- Persistent inability to experience positive emotions (e.g., inability to experience happiness, satisfaction, or loving feelings).
- An altered sense of the reality of one’s surroundings or oneself (e.g., seeing oneself from another’s perspective, being in a daze, time slowing.)
- Inability to remember an important aspect of the traumatic events(s) (typically due to dissociative amnesia and not to other factors such as head injury, alcohol, or drugs).
- Efforts to avoid distressing memories, thoughts, or feelings about or closely associated with the traumatic event(s).
- Efforts to avoid external reminders (people, places, conversations, activities, objects, situations) that arouse distressing memories, thoughts, or feelings about or closely associated with the traumatic event(s).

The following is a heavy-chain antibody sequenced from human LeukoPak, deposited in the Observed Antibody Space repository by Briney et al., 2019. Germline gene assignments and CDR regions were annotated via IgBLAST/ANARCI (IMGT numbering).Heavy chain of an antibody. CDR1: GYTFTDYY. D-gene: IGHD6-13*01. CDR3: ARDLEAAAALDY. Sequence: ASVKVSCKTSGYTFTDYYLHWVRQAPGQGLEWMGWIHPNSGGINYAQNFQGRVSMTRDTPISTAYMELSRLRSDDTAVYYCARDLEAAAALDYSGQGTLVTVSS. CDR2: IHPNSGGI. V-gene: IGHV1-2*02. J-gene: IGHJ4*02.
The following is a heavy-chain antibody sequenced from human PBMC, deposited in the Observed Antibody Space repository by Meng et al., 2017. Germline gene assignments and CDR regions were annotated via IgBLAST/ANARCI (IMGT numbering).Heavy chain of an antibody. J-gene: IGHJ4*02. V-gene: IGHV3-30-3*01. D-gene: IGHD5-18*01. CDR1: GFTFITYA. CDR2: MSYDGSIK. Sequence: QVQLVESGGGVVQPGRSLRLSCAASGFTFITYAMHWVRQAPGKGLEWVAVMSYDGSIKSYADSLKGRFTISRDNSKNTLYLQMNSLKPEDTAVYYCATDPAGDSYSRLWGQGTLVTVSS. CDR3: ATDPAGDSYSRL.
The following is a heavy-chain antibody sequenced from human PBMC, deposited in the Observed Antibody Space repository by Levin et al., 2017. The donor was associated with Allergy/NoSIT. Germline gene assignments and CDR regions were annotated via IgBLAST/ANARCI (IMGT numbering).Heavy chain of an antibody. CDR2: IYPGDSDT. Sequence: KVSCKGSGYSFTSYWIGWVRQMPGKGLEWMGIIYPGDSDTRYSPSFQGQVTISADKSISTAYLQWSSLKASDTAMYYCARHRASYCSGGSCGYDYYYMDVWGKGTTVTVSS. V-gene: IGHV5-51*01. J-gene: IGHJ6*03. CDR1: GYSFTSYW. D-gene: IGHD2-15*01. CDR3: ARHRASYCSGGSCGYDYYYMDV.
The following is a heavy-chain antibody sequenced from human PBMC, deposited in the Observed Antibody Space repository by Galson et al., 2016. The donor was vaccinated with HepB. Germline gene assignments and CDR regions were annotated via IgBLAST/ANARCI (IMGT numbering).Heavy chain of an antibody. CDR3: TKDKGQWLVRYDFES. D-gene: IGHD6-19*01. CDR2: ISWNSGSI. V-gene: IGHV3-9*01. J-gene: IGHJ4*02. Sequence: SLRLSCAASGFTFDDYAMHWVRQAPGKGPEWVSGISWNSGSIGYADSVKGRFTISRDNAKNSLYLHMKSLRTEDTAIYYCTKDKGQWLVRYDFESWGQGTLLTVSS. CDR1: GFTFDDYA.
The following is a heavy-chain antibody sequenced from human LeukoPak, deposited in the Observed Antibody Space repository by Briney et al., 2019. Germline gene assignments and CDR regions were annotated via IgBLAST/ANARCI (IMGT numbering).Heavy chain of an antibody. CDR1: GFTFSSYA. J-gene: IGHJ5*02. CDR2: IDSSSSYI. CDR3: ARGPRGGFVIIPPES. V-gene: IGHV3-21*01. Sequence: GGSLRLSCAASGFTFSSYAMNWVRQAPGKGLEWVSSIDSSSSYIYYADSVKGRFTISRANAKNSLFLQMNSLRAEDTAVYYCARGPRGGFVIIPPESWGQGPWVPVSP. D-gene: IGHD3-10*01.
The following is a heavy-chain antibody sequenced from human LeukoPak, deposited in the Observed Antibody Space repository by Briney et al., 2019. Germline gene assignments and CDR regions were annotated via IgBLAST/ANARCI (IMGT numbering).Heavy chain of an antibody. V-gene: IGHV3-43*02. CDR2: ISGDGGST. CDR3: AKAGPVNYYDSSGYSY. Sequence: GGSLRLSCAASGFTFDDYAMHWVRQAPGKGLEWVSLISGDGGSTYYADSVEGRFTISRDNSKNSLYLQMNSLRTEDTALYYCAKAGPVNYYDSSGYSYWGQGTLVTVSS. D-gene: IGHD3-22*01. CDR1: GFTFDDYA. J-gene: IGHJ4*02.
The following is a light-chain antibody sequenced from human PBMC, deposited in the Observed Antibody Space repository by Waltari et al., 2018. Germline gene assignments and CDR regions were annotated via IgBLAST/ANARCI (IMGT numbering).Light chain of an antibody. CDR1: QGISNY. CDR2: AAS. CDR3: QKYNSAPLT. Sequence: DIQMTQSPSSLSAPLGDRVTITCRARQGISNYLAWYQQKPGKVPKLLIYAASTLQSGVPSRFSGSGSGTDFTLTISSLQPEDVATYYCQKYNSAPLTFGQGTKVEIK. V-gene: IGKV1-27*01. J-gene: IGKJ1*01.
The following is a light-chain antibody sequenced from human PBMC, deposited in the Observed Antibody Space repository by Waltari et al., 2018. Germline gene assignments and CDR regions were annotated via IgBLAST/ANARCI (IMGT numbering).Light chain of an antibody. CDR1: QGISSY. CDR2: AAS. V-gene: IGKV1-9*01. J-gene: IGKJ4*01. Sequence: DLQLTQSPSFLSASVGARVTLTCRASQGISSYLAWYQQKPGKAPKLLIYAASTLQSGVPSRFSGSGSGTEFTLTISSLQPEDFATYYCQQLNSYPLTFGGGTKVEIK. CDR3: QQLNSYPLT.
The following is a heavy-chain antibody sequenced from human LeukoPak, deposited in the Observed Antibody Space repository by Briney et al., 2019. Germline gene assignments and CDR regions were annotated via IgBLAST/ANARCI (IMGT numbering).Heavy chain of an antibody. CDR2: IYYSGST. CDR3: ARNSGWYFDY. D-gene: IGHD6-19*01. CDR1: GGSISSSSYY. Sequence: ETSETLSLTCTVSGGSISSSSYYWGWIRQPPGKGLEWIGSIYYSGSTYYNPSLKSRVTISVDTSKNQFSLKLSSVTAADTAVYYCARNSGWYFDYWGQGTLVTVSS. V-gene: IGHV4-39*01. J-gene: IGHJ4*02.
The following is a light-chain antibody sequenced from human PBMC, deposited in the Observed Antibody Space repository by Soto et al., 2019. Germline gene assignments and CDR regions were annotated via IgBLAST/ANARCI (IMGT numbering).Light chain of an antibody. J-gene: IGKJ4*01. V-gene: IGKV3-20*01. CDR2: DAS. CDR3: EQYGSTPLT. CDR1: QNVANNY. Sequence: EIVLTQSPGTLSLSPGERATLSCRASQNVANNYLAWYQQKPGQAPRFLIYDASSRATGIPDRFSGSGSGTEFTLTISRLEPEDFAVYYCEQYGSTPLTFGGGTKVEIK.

- Sleep disturbance (e.g., difficulty falling or staying asleep, restless sleep)
- Irritable behavior and angry outbursts (with little or no provocation) typically expressed as verbal or physical aggression toward people or objects.
- Problems with concentration
- Exaggerated startle response
C. The duration of the disturbance (symptoms in Criterion B) is 3 days to 1 month after trauma exposure. Note: Symptoms typically begin immediately after the trauma, but persistence for at least 3 days and up to a month is needed to meet disorder criteria.
D. The disturbance causes clinically significant distress or impairment in social, occupational, or other important areas of functioning.
E. The disturbance is not attributable to the physiological effects of a substance (e.g., medication or aocohol) or other medical condition (e.g., mild traumatic brain injury) and is not better explained by brief psychotic disorder.”
Acute stress reaction F43.0